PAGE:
Building appreciation and knowledge of the backcountry with your kids is one of the most rewarding things you can do as a parent. While the risks involved may seem a bit daunting, this post will hopefully show that it can be pretty easy if you follow a few simple tips.
Ski Touring Gear for Kids
Kitting out a kid in potentially expensive ski touring gear is the first hurdle to overcome if you don’t want to burn a hole in your pocket. Our approach has been to seek out good quality second hand gear and bargains on sale either locally in Australia or overseas, and includes:
- Skis: There’s plenty of good kid size powder ski models these days to choose from and we’ve tended to try and buy one all-round set to suit both resort and backcountry skiing. The pair Dane’s carrying above are 143cm Atomic Bent Chetlers that we picked up on sale for around $250.
- Bindings: Frame touring bindings are going to be more versatile than pin bindings for a one quiver kid’s setup if they’re skiing both resort and backcountry. The pair we mounted on the Bent Chetlers were Silvretta Pure that weight about 1kg and have a low DIN setting for kids that cost around $200 second hand. There’s similar style lightweight frame bindings available from Marker and Fritschi. If you’re confident with a drill and measuring tape, you can easily mount your own bindings by following instructions like those provided by Wildsnow.
- Skins: As kid’s skis are going to be way smaller than an adult pair, you can pick up a second hand pair and cut them down to size for well under $100.
- Boots: Going with the one quiver approach, buy some good lightweight touring boots that will also suit resort riding. Women’s ski touring boots will often come in small enough sizes to fit kids.
- Backpack: Kids over 10 years old can easily carry a 30 litre standing ski touring backpack adjusted to fit. If you use the guide of 25% bodyweight for carry a loaded pack, they’ll be able to carry 6-10kg quite easily. As the parent, you’ll end up carrying a bit of extra weight, so it’s a good idea to load up the kid with bulkier, lighter equipment like sleeping bags and tent tarps.
- Jackets & Pants: You’ll want to kit your kid out in similar lightweight shells to what you’re wearing yourself and these can either be sourced from hand-me-downs, second hand or at a discount from shops like Aldi.
- Thermal layers: It’s best not to skimp on this unless you want a cold, grumpy kid in tow, so go with high quality Merino thermals, polar fleece jumper and pants, down puffer, beanie and two pairs of gloves and socks.
- Avalanche Safety: While you should be planning a route to avoid any avalanche risks, it’s good to get your kids into thinking about safety and knowing how to use the gear from a young age.
Australia has ideal terrain to take kids ski touring and camping, given its relatively short vertical climbs and easy pitches.
- Make sure you check the weather forecast and ensure you’re heading out into good weather for the duration of your trip. While you might enjoying hunkering down in a blizzard, most kids won’t!
- Plan a route that doesn’t involve too much uphill for a first kid’s adventure. They’ll be keen for the downhill runs and setting up camp as opposed to slogging uphill for hours on end.
- Stay relatively close to civilisation if you do get half way and the kid refuses to keep going and you need to scupper your plans for the night. If you push them too hard on the first go they’ll be unlikely to want to join you again!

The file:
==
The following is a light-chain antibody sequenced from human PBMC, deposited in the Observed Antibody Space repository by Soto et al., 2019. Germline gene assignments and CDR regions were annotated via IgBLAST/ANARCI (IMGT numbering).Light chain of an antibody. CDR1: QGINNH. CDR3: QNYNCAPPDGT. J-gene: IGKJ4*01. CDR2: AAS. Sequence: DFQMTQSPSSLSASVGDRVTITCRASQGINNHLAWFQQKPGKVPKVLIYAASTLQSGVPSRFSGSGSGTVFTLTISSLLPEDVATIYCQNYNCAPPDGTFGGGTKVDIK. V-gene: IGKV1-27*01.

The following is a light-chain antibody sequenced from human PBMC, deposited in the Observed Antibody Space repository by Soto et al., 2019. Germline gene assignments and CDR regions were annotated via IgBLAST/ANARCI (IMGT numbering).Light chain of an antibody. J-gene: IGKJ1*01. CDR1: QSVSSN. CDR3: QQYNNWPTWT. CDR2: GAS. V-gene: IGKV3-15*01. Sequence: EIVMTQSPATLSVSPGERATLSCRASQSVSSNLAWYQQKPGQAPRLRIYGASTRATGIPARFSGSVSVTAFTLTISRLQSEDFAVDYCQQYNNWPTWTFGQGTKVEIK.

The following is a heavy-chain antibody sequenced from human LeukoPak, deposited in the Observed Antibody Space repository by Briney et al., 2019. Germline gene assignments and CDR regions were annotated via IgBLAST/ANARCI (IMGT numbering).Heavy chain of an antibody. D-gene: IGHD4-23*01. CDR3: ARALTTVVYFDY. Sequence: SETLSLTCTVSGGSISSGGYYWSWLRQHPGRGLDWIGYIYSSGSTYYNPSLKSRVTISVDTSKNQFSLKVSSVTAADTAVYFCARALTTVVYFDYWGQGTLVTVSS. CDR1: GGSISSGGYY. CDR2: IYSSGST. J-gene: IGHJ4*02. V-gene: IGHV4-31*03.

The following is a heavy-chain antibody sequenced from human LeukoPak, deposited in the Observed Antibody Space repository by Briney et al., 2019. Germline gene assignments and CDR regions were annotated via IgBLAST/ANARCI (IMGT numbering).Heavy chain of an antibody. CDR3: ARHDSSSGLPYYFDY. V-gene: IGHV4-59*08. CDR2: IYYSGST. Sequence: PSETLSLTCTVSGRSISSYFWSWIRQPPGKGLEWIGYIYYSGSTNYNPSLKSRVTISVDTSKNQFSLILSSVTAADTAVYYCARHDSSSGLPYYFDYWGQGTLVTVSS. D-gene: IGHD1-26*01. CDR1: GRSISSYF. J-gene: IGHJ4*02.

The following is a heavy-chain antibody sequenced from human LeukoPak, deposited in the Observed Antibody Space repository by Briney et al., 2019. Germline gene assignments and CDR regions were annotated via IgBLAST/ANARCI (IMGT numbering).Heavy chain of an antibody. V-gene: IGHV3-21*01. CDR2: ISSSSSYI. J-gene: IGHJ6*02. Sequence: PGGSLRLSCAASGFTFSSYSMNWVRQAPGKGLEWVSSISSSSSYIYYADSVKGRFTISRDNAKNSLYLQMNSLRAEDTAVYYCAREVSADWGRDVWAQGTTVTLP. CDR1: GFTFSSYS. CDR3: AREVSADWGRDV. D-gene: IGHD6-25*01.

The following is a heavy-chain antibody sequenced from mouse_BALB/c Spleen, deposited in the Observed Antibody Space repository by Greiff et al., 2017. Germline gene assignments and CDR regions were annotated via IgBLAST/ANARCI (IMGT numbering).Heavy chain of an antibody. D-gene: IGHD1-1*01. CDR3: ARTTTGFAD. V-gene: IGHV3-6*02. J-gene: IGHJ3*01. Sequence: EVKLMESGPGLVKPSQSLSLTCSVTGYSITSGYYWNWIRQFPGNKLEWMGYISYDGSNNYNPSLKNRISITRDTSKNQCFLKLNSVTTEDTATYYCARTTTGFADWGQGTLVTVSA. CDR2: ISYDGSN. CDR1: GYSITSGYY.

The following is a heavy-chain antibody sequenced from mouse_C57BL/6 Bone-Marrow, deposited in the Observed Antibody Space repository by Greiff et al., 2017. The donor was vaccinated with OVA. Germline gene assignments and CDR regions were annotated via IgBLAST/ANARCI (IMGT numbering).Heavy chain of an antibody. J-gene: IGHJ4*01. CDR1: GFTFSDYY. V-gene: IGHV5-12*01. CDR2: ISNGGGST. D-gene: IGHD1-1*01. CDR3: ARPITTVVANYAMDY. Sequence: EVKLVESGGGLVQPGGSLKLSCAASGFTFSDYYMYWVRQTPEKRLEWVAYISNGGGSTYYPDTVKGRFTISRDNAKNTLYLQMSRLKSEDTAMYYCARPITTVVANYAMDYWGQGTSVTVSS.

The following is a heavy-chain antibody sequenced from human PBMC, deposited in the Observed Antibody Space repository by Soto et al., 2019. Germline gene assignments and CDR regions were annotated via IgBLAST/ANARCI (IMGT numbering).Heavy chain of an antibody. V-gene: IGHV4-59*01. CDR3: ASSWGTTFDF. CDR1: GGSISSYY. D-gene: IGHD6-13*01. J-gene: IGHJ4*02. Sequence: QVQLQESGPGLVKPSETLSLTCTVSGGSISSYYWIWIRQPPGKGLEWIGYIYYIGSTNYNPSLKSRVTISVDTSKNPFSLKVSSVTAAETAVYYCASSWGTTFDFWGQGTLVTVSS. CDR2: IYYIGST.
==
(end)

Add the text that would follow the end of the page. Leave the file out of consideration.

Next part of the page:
- Take a proper first aid kit and know how to use it.
- Focus on getting to camp as quickly as possible on the first night out. This might mean leaving later in the day so you can get there, set up and go to sleep relatively quickly without needing to entertain your kid without their normal electronics.
- Choose a camp site in the tree line so you can make a fire. This is a great time filler to get set up and source of warmth once the sun goes down.
- Take day packs so you can leave camp for side tours once you’re set up.
- Freeze dried meals and two minute noodles are perfect if you’re using a Jet Boil or similar camping stove for staying warm and nourished. Lots of tasty treats and lollies are essential to keeping your kid moving through the day.
- Don’t skimp on good quality sleeping bags and mats. We use -10˚ comfort / -15˚ limit rated down sleeping bags, NeoAir XTherm Thermarest sleeping pads and cheap closed cell sleeping mats underneath.
- Sleep in your thermals, polar fleece jumper and pants, clean socks, beanie and polar fleece gloves.
- Take a pee bottle so you don’t need to go outside the tent at night to urinate, and a DIY poop-tube to pack out solid waste.
- Head torches are essential for moving around the camp site at night and illuminating the tent once you’re in bed.
Once you’ve established your base camp you can head out on day tours in the surrounding terrain. As preparation, it’s a good idea to have done a few short day tours beforehand to get your kids familiar with using skins and hiking uphill. Kids will pick up skinning incredibly quickly, so the focus should be on choosing routes where the downhill reward is high compared to the uphill effort to get there.
As your kid is already carrying a day touring pack, the parent can repack this with the necessary gear for a day tour, and it’s a good idea to have a lighter day pack for the kid to carry their things in.
Just set your pace to what your kid’s comfortable with and be prepared to cut your route short if they complain too much. Bear in mind that they will need enough energy to get home, so pace yourselves accordingly with lots of breaks for water and snacks. If the conditions are good, you’ll be able to ski all day before returning to camp for another night or heading back home.